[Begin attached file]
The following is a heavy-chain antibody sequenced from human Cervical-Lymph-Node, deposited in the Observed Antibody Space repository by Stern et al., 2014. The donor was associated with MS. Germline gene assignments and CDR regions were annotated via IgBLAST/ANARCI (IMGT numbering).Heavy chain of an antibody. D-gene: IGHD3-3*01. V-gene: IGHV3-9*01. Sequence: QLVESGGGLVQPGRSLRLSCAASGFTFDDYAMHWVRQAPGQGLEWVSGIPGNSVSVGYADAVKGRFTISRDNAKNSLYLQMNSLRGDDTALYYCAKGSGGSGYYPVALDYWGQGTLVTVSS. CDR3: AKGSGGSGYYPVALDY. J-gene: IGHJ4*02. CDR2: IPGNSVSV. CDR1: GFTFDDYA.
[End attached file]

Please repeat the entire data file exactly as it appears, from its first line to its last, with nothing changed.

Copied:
The following is a heavy-chain antibody sequenced from human Cervical-Lymph-Node, deposited in the Observed Antibody Space repository by Stern et al., 2014. The donor was associated with MS. Germline gene assignments and CDR regions were annotated via IgBLAST/ANARCI (IMGT numbering).Heavy chain of an antibody. D-gene: IGHD3-3*01. V-gene: IGHV3-9*01. Sequence: QLVESGGGLVQPGRSLRLSCAASGFTFDDYAMHWVRQAPGQGLEWVSGIPGNSVSVGYADAVKGRFTISRDNAKNSLYLQMNSLRGDDTALYYCAKGSGGSGYYPVALDYWGQGTLVTVSS. CDR3: AKGSGGSGYYPVALDY. J-gene: IGHJ4*02. CDR2: IPGNSVSV. CDR1: GFTFDDYA.